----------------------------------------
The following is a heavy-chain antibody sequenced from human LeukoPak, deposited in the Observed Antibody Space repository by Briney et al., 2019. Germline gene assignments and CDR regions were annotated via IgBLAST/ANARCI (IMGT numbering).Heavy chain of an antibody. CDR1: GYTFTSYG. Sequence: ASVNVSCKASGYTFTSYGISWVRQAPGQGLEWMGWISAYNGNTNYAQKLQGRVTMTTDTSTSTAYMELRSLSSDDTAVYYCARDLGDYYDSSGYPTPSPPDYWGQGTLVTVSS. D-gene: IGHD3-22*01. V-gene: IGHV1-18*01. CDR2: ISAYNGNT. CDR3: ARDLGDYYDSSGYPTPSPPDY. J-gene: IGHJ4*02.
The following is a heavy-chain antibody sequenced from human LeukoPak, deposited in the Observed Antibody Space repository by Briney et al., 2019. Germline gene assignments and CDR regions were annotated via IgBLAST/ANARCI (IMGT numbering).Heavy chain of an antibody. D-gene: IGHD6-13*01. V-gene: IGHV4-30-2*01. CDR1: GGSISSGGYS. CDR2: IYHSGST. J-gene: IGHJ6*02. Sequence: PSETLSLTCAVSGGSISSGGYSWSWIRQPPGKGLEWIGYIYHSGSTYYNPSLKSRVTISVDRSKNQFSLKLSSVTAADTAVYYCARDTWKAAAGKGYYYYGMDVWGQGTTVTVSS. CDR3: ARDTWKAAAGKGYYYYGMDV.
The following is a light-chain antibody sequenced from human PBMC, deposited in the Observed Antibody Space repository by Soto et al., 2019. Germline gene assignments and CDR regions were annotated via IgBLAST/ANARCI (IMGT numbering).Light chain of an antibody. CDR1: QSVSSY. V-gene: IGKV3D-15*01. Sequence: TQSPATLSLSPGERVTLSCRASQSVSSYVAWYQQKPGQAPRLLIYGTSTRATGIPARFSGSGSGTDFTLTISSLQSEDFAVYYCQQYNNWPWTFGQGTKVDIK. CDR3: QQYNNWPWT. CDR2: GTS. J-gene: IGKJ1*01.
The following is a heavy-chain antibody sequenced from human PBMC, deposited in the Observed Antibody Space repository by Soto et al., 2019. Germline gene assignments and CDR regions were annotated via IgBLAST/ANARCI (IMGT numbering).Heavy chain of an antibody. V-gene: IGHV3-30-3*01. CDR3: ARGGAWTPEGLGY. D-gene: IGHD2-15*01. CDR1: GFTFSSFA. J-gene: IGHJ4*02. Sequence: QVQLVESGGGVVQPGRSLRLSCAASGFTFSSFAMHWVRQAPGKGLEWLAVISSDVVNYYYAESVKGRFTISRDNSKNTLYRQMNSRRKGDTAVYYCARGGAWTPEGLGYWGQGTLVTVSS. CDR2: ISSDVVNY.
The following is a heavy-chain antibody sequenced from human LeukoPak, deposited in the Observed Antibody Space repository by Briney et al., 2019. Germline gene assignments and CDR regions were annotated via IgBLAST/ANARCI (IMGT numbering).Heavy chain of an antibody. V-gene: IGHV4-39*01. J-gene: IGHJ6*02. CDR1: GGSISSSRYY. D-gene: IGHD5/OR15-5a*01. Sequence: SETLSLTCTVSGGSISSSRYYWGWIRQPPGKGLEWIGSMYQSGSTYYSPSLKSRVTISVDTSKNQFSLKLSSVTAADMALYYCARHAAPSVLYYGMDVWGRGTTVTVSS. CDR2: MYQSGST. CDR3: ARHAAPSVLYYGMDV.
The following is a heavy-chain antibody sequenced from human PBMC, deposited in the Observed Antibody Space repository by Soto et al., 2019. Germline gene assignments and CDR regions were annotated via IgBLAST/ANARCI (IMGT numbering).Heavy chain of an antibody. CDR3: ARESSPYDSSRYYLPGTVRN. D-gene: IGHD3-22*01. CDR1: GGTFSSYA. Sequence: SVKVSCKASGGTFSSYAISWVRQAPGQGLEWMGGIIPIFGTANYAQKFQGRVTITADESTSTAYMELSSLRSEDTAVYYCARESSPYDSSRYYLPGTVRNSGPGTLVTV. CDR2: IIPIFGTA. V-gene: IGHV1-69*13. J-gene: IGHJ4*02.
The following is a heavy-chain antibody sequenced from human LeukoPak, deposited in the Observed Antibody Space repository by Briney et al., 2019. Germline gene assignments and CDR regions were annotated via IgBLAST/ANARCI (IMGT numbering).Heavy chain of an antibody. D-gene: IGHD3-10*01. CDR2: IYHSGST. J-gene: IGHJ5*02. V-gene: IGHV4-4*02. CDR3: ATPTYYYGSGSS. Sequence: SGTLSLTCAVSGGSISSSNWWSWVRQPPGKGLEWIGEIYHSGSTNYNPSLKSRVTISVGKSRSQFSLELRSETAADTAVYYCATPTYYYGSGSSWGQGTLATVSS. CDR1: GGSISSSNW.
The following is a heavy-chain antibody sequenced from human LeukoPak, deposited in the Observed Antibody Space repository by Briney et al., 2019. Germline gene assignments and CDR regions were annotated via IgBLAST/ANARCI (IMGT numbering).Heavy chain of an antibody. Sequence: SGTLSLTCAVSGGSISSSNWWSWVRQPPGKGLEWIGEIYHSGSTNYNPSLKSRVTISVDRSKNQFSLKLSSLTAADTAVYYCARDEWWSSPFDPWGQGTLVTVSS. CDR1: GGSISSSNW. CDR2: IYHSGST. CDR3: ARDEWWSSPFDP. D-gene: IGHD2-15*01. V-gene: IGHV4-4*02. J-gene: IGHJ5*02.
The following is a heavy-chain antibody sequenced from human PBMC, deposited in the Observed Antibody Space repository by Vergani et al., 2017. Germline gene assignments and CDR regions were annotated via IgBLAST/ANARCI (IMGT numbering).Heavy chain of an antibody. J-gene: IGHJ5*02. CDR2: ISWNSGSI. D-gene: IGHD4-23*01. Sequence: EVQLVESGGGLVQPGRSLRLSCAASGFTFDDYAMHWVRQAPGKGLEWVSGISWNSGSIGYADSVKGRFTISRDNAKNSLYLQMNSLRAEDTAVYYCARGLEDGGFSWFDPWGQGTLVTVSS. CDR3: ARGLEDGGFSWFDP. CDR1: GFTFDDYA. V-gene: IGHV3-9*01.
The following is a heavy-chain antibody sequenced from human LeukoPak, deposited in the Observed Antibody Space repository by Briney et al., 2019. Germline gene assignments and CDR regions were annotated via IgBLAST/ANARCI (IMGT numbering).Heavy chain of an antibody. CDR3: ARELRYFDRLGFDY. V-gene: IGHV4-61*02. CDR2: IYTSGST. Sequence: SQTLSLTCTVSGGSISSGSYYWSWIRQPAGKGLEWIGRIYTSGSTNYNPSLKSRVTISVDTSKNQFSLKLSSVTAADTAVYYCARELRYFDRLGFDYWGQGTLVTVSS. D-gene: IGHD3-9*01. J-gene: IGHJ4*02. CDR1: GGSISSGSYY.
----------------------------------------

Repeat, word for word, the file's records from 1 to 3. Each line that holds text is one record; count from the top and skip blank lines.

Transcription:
The following is a heavy-chain antibody sequenced from human LeukoPak, deposited in the Observed Antibody Space repository by Briney et al., 2019. Germline gene assignments and CDR regions were annotated via IgBLAST/ANARCI (IMGT numbering).Heavy chain of an antibody. CDR1: GYTFTSYG. Sequence: ASVNVSCKASGYTFTSYGISWVRQAPGQGLEWMGWISAYNGNTNYAQKLQGRVTMTTDTSTSTAYMELRSLSSDDTAVYYCARDLGDYYDSSGYPTPSPPDYWGQGTLVTVSS. D-gene: IGHD3-22*01. V-gene: IGHV1-18*01. CDR2: ISAYNGNT. CDR3: ARDLGDYYDSSGYPTPSPPDY. J-gene: IGHJ4*02.
The following is a heavy-chain antibody sequenced from human LeukoPak, deposited in the Observed Antibody Space repository by Briney et al., 2019. Germline gene assignments and CDR regions were annotated via IgBLAST/ANARCI (IMGT numbering).Heavy chain of an antibody. D-gene: IGHD6-13*01. V-gene: IGHV4-30-2*01. CDR1: GGSISSGGYS. CDR2: IYHSGST. J-gene: IGHJ6*02. Sequence: PSETLSLTCAVSGGSISSGGYSWSWIRQPPGKGLEWIGYIYHSGSTYYNPSLKSRVTISVDRSKNQFSLKLSSVTAADTAVYYCARDTWKAAAGKGYYYYGMDVWGQGTTVTVSS. CDR3: ARDTWKAAAGKGYYYYGMDV.
The following is a light-chain antibody sequenced from human PBMC, deposited in the Observed Antibody Space repository by Soto et al., 2019. Germline gene assignments and CDR regions were annotated via IgBLAST/ANARCI (IMGT numbering).Light chain of an antibody. CDR1: QSVSSY. V-gene: IGKV3D-15*01. Sequence: TQSPATLSLSPGERVTLSCRASQSVSSYVAWYQQKPGQAPRLLIYGTSTRATGIPARFSGSGSGTDFTLTISSLQSEDFAVYYCQQYNNWPWTFGQGTKVDIK. CDR3: QQYNNWPWT. CDR2: GTS. J-gene: IGKJ1*01.